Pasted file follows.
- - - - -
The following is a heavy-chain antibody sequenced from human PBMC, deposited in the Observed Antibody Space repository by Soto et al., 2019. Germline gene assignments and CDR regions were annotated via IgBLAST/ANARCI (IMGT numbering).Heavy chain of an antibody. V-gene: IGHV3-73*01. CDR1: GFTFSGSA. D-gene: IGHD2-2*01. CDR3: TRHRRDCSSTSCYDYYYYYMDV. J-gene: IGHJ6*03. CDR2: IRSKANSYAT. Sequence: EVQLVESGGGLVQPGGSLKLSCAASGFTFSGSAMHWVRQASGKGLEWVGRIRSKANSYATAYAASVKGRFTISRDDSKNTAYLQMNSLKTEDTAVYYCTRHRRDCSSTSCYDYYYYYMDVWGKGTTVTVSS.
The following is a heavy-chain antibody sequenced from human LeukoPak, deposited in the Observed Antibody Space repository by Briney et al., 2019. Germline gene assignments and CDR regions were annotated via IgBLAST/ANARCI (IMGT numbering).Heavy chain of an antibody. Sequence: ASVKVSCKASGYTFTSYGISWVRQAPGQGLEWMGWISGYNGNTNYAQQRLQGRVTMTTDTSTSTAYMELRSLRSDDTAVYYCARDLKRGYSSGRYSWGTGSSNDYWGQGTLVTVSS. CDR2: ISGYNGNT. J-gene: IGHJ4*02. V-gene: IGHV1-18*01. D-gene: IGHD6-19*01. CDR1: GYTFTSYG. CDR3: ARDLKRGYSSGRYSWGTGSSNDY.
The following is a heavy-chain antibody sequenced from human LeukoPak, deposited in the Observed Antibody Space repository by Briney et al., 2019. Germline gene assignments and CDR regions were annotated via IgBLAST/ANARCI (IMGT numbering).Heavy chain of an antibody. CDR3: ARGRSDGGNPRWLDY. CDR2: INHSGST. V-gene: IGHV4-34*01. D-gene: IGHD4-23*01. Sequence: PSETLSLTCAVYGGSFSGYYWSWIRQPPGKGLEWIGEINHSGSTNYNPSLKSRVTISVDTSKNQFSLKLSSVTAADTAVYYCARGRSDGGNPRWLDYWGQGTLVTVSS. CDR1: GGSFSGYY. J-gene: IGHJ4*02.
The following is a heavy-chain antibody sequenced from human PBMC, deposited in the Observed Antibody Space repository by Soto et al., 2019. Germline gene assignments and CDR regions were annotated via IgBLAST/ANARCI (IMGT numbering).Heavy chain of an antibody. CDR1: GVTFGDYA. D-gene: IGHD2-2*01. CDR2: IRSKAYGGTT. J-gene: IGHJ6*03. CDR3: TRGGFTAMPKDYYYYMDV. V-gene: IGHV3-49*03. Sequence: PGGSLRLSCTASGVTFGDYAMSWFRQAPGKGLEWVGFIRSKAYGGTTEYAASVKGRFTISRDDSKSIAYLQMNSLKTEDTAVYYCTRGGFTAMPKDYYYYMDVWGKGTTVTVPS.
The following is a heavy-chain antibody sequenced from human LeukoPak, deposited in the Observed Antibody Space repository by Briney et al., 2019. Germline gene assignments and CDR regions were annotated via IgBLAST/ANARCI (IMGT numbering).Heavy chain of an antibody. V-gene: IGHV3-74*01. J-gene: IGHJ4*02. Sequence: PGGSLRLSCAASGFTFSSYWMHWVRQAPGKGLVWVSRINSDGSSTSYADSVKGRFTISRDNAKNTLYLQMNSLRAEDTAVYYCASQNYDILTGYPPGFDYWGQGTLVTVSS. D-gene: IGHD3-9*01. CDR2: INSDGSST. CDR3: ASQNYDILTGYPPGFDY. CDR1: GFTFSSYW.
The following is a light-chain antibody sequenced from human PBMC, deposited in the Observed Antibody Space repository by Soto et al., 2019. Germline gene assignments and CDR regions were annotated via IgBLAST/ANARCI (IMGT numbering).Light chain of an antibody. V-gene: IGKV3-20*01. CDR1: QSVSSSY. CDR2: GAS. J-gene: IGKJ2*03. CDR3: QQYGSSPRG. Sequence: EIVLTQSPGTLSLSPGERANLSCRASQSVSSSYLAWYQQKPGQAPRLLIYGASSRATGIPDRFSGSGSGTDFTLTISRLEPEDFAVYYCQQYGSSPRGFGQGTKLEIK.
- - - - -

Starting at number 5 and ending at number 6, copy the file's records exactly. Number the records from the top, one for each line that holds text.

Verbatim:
The following is a heavy-chain antibody sequenced from human LeukoPak, deposited in the Observed Antibody Space repository by Briney et al., 2019. Germline gene assignments and CDR regions were annotated via IgBLAST/ANARCI (IMGT numbering).Heavy chain of an antibody. V-gene: IGHV3-74*01. J-gene: IGHJ4*02. Sequence: PGGSLRLSCAASGFTFSSYWMHWVRQAPGKGLVWVSRINSDGSSTSYADSVKGRFTISRDNAKNTLYLQMNSLRAEDTAVYYCASQNYDILTGYPPGFDYWGQGTLVTVSS. D-gene: IGHD3-9*01. CDR2: INSDGSST. CDR3: ASQNYDILTGYPPGFDY. CDR1: GFTFSSYW.
The following is a light-chain antibody sequenced from human PBMC, deposited in the Observed Antibody Space repository by Soto et al., 2019. Germline gene assignments and CDR regions were annotated via IgBLAST/ANARCI (IMGT numbering).Light chain of an antibody. V-gene: IGKV3-20*01. CDR1: QSVSSSY. CDR2: GAS. J-gene: IGKJ2*03. CDR3: QQYGSSPRG. Sequence: EIVLTQSPGTLSLSPGERANLSCRASQSVSSSYLAWYQQKPGQAPRLLIYGASSRATGIPDRFSGSGSGTDFTLTISRLEPEDFAVYYCQQYGSSPRGFGQGTKLEIK.